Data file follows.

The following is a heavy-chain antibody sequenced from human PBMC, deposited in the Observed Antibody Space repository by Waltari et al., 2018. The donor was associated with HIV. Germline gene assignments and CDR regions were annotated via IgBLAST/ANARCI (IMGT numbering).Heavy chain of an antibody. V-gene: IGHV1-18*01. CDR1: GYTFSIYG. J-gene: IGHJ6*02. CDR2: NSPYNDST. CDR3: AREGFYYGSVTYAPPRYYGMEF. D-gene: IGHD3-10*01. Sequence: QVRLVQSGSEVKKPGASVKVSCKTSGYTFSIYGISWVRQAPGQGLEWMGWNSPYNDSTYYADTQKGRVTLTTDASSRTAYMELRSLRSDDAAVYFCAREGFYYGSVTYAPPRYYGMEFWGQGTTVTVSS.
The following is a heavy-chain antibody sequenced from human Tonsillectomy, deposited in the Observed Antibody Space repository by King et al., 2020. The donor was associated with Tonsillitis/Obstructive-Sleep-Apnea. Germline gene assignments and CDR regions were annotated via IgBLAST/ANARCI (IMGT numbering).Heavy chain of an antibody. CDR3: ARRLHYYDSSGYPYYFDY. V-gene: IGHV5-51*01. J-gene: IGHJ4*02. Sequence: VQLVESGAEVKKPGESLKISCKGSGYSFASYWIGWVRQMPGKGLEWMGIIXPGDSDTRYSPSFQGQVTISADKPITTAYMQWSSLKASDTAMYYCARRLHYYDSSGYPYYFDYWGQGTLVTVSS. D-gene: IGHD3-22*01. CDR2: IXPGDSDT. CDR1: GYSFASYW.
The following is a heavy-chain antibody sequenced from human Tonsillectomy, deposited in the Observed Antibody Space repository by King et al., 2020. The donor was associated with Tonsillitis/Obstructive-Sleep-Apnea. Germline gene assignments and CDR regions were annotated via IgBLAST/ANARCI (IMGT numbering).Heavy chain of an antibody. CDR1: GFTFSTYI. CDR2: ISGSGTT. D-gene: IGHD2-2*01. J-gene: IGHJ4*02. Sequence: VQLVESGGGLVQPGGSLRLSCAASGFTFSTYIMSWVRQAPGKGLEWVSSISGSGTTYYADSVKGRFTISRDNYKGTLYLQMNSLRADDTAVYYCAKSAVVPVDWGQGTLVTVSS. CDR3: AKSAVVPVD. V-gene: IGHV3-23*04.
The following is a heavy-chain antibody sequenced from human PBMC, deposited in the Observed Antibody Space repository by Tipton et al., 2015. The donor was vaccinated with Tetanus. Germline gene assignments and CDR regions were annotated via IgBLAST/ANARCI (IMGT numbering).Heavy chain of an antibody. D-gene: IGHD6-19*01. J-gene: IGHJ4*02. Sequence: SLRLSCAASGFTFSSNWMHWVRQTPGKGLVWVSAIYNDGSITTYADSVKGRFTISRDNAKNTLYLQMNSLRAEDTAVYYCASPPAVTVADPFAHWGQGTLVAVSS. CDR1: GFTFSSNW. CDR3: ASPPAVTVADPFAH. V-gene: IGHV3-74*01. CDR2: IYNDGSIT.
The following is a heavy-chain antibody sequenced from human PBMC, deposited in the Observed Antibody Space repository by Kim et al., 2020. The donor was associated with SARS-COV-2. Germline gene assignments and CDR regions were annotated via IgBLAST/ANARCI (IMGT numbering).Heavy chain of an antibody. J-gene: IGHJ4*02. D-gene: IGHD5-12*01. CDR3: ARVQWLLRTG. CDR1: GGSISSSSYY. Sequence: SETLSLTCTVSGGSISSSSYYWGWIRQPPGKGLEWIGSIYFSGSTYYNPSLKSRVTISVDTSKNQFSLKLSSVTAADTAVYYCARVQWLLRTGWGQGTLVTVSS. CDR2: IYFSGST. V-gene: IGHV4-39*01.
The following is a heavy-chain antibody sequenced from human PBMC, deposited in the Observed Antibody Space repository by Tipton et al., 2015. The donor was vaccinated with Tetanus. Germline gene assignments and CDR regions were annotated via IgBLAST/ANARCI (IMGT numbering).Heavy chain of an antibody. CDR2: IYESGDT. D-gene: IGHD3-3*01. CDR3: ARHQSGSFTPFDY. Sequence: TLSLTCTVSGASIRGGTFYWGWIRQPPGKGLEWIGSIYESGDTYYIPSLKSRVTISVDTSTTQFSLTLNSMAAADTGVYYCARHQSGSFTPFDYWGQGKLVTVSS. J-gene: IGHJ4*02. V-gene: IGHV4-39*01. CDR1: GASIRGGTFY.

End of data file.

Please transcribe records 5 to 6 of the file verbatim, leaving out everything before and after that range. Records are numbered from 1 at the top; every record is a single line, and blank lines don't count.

The following is a heavy-chain antibody sequenced from human PBMC, deposited in the Observed Antibody Space repository by Kim et al., 2020. The donor was associated with SARS-COV-2. Germline gene assignments and CDR regions were annotated via IgBLAST/ANARCI (IMGT numbering).Heavy chain of an antibody. J-gene: IGHJ4*02. D-gene: IGHD5-12*01. CDR3: ARVQWLLRTG. CDR1: GGSISSSSYY. Sequence: SETLSLTCTVSGGSISSSSYYWGWIRQPPGKGLEWIGSIYFSGSTYYNPSLKSRVTISVDTSKNQFSLKLSSVTAADTAVYYCARVQWLLRTGWGQGTLVTVSS. CDR2: IYFSGST. V-gene: IGHV4-39*01.
The following is a heavy-chain antibody sequenced from human PBMC, deposited in the Observed Antibody Space repository by Tipton et al., 2015. The donor was vaccinated with Tetanus. Germline gene assignments and CDR regions were annotated via IgBLAST/ANARCI (IMGT numbering).Heavy chain of an antibody. CDR2: IYESGDT. D-gene: IGHD3-3*01. CDR3: ARHQSGSFTPFDY. Sequence: TLSLTCTVSGASIRGGTFYWGWIRQPPGKGLEWIGSIYESGDTYYIPSLKSRVTISVDTSTTQFSLTLNSMAAADTGVYYCARHQSGSFTPFDYWGQGKLVTVSS. J-gene: IGHJ4*02. V-gene: IGHV4-39*01. CDR1: GASIRGGTFY.